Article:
The Cabbage Patch – Details & Diocletian
The tour got off to an inauspicious start with the guide telling us how she knew everything about Diocletian. The corollary according to her, was that we could ask her any question and she would have the answer. In my experience, when someone says they know everything about a historical figure, it is a combination of arrogance, condescension, and ignorance. It is impossible to know everything about a man such as Diocletian, an extremely complex figure who lived over 1,600 years ago. The historical sources are relatively thin and much has been left to supposition. To take but one example, very little is known about the early life of Diocletian. For that matter, there are whole parts of his life we know nothing about and most likely never will.

For instance, one of the most oft repeated stories about Diocletian’s time at his retirement palace in Split, concerns his mention of the pleasure that he derived from growing cabbages. This was in reply to a plea for him to reassume the post of emperor. While the anecdote is certainly telling, we have no idea if he did other gardening or if his green thumb was confined to cabbages. And while this pithy story of the cabbage patch emperor is quite memorable, we can scarcely imagine the hundreds of other tales of Diocletian’s exploits in retirement that historians will never know. When the guide said she knew everything about Diocletian, she was really saying that she knew more than a group of random strangers who had shown up for a tour out of curiosity. In comparison to this Free Tour group, the guide probably was an expert, but that was not saying much.

Seeing is believing – The ruins of Salonas amphitheater (Credit: Carole Raddato)

Follow The Leader – “Nothing Worth Seeing” 
Perhaps it was the heat or maybe it was the guide’s continuing condescension that made me begin to have second thoughts about the tour. Then again, the tipping point may have come when the guide mentioned Salona, a major Roman city whose fragmented ruins can be found in the town of Solin not far from Split. The guide dismissed these as “nothing worth seeing.” This self-professed authority on Salona had supposedly spent a great deal of time there as part of work on her book.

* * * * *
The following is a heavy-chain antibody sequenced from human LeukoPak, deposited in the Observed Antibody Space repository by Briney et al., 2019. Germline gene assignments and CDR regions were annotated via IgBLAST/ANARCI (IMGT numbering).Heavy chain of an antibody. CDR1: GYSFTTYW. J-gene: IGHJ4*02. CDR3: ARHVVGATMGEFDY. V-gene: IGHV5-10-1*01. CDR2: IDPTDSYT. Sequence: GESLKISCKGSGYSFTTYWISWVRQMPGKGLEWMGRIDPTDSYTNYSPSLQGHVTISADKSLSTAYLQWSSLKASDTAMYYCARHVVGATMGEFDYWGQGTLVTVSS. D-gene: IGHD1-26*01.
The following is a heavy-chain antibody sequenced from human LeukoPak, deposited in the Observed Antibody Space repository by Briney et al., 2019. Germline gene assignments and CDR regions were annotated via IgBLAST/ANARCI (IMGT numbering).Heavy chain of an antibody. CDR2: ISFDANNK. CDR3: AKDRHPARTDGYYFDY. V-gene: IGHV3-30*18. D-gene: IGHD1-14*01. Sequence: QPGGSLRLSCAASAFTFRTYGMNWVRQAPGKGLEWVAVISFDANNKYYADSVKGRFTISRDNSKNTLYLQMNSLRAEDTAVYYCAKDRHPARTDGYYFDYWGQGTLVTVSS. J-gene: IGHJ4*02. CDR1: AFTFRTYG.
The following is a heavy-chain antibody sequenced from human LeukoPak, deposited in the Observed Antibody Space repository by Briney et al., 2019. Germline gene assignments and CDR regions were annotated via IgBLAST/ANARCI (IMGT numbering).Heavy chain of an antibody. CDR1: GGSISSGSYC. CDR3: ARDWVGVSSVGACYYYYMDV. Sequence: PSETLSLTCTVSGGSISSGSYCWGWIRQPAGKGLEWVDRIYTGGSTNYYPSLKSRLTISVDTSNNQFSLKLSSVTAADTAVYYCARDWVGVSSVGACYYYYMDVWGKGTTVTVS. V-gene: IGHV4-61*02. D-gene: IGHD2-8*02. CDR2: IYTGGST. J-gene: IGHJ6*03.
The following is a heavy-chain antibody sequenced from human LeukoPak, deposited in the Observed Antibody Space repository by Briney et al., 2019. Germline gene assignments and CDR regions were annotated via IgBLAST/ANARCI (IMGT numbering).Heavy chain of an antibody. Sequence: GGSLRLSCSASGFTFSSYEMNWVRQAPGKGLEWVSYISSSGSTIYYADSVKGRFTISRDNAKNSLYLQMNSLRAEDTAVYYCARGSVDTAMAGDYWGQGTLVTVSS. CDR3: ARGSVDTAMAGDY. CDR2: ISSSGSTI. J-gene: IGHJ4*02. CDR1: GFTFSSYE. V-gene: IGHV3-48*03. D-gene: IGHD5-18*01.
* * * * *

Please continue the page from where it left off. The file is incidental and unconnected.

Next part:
Contrary to what the guide said, Solin does have quite a few ruins, including those of its ancient aqueduct, amphitheater, baths, basilica, and city walls. That is not surprising since its ancient iteration had over 60,000 inhabitants and was the capital of a Roman province, The ruins might interest those looking to learn more about the probable site of Diocletian’s birth. The guide’s dismissiveness led me to dismiss myself from the tour. This was the first free tour I had ever decided wasn’t worth the effort. In our guide’s words, there was “nothing worth seeing”, especially when she was involved. At least I can say that I went on a Free Tour of Split, the memory of which still comes at great cost.

Click here for: Early Arrivals – Ferry At Split: Kinetic Intellects & Kindred Spirits (Traveling The Croatian Coastline #56)

1 thought on “The Know Nothings – Split: A Tour In Ruins (Traveling The Croatian Coastline #55)

  1. How interesting. And how irritating for you. Did you see the synagogue within the palace walls. It is one of the oldest surviving synagogues in Europe but unfortunately in sad need of funds. It has about 100 in its congregation – I’m sure there is a better word. When I was there last November I found out for the first time about the horrendous concentration camp in Croatia, rivalling Auschwitz in its intensity and cruelty